Photo: Among List of Words Used Online, Flagged by Gov't - Mexico, Border, Trafficking, Illegal Immigrants
Pressured using the Freedom of Information Act, the U.S. Department of Homeland Security released its list of words it monitors online, both in online media and on social media sites like Facebook.
The list, which is used by DHS’s National Operations Center, is used as means of identifying possible threats to the nation’s security, however, many wonder if it’s just another form of “big brother” keeping an eye on everyone.
The list, part of the ‘Analyst’s Desktop Binder’, includes a number of words like “attack”, “Al Qaeda”, and “terrorism”, but also has a section of keywords labeled, Southwest Border Violence (see below).
On any given day, one uses many of these words online, thinking nothing of it, as most are not plotting terrorist attacks or drug smuggling trips.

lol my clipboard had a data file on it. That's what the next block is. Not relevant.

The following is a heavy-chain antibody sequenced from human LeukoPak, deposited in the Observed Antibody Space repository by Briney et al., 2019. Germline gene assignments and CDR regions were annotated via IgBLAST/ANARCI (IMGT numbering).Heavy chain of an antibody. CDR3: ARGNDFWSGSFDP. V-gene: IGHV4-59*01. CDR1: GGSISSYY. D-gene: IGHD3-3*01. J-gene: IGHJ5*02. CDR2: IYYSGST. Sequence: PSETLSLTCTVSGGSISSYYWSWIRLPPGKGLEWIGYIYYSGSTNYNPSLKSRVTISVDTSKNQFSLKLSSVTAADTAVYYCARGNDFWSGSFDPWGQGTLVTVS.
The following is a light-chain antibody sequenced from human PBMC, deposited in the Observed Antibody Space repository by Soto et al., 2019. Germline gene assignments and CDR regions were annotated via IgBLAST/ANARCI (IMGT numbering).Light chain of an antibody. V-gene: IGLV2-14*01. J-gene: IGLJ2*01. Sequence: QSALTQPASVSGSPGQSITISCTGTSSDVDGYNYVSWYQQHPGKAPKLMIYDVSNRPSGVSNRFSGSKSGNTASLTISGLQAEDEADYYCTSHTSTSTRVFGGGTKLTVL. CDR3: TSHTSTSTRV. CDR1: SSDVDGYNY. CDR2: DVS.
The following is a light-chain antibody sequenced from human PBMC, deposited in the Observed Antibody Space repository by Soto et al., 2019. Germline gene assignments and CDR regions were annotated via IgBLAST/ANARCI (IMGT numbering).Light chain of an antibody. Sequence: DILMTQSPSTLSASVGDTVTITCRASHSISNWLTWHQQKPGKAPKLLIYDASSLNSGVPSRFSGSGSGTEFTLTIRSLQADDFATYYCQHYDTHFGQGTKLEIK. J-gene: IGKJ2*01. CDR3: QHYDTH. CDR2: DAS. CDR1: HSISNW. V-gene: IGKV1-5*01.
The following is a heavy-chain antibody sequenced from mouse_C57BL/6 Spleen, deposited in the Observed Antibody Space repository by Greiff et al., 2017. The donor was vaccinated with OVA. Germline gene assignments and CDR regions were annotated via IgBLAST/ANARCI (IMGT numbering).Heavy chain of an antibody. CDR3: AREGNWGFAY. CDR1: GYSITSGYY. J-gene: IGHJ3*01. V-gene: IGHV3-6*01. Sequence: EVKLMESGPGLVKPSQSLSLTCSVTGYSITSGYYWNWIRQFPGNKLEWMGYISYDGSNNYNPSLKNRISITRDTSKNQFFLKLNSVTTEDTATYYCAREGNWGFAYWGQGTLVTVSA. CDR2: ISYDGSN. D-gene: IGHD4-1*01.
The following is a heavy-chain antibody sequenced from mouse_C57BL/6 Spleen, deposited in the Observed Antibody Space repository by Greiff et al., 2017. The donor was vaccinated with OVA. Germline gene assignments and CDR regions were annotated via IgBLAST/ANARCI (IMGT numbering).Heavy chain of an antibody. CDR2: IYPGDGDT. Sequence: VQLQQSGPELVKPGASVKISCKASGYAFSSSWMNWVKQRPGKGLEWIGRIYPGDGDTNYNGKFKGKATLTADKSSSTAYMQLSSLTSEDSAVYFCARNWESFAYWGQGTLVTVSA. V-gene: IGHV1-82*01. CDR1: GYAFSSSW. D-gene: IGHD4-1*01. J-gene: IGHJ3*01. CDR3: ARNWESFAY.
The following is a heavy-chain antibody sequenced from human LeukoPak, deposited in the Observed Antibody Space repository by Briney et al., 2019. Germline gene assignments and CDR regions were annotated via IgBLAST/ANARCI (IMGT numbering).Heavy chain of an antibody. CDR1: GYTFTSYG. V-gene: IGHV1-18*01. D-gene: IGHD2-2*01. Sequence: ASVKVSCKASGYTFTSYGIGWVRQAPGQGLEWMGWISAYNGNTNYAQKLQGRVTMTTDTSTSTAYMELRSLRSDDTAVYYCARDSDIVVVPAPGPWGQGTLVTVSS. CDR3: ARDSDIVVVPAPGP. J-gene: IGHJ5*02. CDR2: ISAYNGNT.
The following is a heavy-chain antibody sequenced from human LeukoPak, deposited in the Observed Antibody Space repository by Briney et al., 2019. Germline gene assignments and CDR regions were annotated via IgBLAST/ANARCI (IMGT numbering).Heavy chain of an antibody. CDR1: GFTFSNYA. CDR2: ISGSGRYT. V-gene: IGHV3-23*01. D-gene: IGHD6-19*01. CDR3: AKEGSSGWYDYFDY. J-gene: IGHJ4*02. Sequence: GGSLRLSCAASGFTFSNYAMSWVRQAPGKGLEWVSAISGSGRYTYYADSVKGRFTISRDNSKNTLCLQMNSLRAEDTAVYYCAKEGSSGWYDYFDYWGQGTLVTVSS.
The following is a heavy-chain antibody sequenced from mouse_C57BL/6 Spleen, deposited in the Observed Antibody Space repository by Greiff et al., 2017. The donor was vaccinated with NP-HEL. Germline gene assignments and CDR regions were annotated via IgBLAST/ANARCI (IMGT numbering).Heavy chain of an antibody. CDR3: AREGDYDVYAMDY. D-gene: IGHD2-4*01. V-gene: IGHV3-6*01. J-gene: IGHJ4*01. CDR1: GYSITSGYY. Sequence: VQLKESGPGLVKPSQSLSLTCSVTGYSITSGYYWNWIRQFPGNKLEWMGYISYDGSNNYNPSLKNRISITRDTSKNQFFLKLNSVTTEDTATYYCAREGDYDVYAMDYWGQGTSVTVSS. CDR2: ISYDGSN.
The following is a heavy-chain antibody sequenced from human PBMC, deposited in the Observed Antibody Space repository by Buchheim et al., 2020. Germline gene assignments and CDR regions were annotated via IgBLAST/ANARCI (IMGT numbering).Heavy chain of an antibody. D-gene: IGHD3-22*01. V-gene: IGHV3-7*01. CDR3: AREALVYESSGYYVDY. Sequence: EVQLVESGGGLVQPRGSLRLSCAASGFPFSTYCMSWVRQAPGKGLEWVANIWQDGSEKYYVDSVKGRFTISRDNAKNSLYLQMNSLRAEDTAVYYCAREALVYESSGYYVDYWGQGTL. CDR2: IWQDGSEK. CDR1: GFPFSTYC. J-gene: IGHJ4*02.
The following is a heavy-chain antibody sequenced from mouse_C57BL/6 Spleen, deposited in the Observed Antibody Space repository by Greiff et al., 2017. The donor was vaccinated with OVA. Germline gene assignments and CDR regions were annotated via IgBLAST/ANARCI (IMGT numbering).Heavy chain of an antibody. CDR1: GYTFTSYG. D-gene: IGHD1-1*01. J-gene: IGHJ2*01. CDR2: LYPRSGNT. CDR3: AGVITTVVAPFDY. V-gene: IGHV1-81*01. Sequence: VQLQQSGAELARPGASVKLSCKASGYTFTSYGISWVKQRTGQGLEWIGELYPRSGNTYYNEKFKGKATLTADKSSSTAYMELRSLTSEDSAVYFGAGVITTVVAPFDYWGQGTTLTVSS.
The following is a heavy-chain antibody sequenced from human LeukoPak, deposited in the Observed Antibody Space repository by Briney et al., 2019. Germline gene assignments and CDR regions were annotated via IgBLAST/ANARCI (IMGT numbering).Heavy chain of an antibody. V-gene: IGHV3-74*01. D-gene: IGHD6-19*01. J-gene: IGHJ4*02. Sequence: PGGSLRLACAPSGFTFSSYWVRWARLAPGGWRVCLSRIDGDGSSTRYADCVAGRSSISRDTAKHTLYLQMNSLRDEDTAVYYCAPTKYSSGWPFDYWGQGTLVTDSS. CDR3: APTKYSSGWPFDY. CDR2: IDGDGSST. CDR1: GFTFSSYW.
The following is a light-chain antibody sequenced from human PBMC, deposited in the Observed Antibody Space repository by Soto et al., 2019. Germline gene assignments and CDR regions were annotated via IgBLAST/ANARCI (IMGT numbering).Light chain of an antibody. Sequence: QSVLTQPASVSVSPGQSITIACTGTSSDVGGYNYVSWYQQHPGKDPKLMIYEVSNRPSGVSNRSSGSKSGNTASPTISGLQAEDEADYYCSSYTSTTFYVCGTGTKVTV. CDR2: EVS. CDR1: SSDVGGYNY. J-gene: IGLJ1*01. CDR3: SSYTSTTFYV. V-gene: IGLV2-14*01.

In letter to the House Homeland Security Subcommittee on Counterterrorism and Intelligence, the Electronic Privacy Information Center (EPIC) wrote that the keywords and terms are vague and broad and include “vast amounts of First Amendment protected speech that is entirely unrelated to the Department of Homeland Security mission to protect the public against terrorism and disasters.”
EPIC, a privacy watchdog group, filed a Freedom of Information Act request and later sued for the release of the 39-page document.
Earlier this year, DHS told the Huffington Post that the manual ‘is a starting post, not the endgame’ for maintaining “situational awareness of natural and man-made threats.”